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Re: Melbourne. Fvcked.

Post by CrazyIslander »

Yeah being locked down is depressing. Apparently the quarantine hotels was a mad house hence the difficulty of keeping them in check. It's not so much about living conditions which was nice in a hotel. It was the knowledge that you can't leave it can mess you up mentally.
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Clogs
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Re: Melbourne. Fvcked.

Post by Clogs »

towny wrote:
Ali's Choice wrote:
Clogs wrote:The dark and silent side of our virus that no one is speaking about...

https://www.abc.net.au/news/2020-08-08/ ... s/12532040
What is with your insidious advocacy of herd immunity? Lots of people are speaking about this. Andrew Bolt, Chris Kenny and Peta Credlin talk about this almost every night on their Sky News shows. Miranda Devine writes about this regularly in her nationally syndicated opinion pieces. The Victorian Premier just yesterday announced a new program to support mental health.
There are lots of cost to shut-downs that are not economic. More sexual abuse, more domestic violence.....

Can not these costs be talked about when discussing the solutions? These are the things the Swede’s considered from the outset. I’m not saying they are right - and it’s different for all countries - but this isn’t a cost vs death trade-off. There are loads more other costs involved.

fwiw, I think NZ and Oz are doing the right thing going for eradication. Don’t shoot me.

Do you mean have a nuanced discussion because this is a lot more complex than economy vs lives?
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Re: Melbourne. Fvcked.

Post by towny »

Is that crazy talk??
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Re: Melbourne. Fvcked.

Post by Santa »

A weak economy has negative impacts on people's lives (e.g. life expectancy, violence, unfulfilled potential, mental and physical health). The lives vs economy types just want to ignore that simple FACT, but unfortunately for them it is one of the main reasons why you want to make economies richer and not poorer.
Last edited by Santa on Tue Aug 11, 2020 7:53 am, edited 1 time in total.
grievous
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Re: Melbourne. Fvcked.

Post by grievous »

towny wrote:
Clogs wrote:
jdogscoop wrote:By way of context, those cases will seem really high by NZ standards but 322 yesterday was the lowest in 12 days while 331 today suggests the numbers are stabilising. It's also a long way off the recent couple of days where cases were over 700.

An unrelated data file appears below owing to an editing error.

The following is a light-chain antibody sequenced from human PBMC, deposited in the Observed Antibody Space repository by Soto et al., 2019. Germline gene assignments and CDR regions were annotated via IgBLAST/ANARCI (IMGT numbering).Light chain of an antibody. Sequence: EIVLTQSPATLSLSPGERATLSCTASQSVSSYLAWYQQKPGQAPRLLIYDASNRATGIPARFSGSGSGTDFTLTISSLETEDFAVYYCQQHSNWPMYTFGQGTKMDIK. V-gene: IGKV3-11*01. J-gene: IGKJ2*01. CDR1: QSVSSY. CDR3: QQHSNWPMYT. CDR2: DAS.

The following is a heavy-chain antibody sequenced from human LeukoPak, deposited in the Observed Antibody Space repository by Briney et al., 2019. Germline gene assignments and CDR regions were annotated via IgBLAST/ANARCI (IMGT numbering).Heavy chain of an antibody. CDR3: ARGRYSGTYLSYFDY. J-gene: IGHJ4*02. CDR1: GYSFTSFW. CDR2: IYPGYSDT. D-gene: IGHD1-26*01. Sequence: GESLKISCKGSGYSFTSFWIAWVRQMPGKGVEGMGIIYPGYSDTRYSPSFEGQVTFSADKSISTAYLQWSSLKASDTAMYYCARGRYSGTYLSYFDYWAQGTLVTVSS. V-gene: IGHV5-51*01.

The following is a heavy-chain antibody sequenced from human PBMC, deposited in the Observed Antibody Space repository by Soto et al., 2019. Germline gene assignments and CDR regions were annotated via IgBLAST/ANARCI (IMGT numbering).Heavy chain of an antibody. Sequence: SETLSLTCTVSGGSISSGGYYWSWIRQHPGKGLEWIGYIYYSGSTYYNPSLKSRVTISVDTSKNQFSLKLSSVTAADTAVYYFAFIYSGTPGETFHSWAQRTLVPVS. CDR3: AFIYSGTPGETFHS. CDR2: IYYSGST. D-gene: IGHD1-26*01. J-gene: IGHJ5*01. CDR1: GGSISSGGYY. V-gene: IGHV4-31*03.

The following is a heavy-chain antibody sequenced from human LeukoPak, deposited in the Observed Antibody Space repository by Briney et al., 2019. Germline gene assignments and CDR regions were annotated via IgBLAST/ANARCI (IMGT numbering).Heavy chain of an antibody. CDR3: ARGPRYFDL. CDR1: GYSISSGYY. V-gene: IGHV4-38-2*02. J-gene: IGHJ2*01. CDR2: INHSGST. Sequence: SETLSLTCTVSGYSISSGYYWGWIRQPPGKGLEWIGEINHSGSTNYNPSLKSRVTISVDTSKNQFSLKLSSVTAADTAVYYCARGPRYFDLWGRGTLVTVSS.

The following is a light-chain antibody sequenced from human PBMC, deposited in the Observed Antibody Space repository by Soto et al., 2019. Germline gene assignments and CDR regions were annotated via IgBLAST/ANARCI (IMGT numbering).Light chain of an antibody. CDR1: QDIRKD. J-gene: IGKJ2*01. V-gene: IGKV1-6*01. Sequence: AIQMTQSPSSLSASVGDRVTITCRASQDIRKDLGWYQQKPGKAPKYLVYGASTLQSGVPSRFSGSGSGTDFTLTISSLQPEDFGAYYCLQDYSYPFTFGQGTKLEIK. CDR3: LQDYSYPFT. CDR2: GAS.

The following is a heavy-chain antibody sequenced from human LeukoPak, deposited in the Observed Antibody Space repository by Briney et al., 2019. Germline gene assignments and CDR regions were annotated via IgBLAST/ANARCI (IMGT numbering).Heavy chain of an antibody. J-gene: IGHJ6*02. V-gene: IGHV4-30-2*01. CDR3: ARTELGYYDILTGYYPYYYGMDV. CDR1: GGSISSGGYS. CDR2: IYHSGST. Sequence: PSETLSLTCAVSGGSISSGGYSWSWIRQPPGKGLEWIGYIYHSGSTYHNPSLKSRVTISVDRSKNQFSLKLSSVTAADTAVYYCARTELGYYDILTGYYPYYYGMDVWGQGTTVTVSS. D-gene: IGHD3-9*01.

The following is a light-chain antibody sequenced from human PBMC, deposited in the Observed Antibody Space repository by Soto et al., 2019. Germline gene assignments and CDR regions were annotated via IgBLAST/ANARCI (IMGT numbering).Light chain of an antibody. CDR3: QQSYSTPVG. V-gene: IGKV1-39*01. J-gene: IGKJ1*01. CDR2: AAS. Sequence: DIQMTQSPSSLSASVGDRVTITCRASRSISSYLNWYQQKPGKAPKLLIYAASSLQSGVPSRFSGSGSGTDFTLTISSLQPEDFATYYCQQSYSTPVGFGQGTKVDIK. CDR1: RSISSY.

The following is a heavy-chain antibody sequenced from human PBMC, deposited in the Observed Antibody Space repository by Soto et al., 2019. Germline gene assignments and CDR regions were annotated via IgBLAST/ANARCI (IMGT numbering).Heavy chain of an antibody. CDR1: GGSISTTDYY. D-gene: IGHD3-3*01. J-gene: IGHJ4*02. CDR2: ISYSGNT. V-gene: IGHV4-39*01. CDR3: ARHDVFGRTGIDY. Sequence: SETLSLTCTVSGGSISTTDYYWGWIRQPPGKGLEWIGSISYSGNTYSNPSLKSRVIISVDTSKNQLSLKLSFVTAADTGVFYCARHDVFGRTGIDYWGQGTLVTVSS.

The deaths remain high though. 19 for two days in a row. Sadly the aged care residents are being claimed at a rate of knots.
Yep, and what is now even worse is that there appears to have been no plan in place to protect the most vulnerable. Just a one size fits all type solution.
What was the plan in previous years? Covid is deadly, but to the vulnerable, so is the flu. Last year in Australia we let did nothing and many more died.

People die of things. This year they aren’t dying of pneumonia at near the rates they used to. Oz hospitals likely have less patients than ever, because less people are sick now.
What on earth are you trying too say?
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Ali's Choice
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Re: Melbourne. Fvcked.

Post by Ali's Choice »

Clogs wrote:Do you mean have a nuanced discussion because this is a lot more complex than economy vs lives?
You've been demanding that the old and sick be sacrificed for the greater economic good since this pandemic began, yet you constantly boast about nuance. You're the least nuanced poster on this thread.
bimboman
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Re: Melbourne. Fvcked.

Post by bimboman »

Ali's Choice wrote:
Clogs wrote:Do you mean have a nuanced discussion because this is a lot more complex than economy vs lives?
You've been demanding that the old and sick be sacrificed for the greater economic good since this pandemic began, yet you constantly boast about nuance. You're the least nuanced poster on this thread.

Human society has been doing this since time began. We don’t as societies spend unlimited funds and time keeping people alive.
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Clogs
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Re: Melbourne. Fvcked.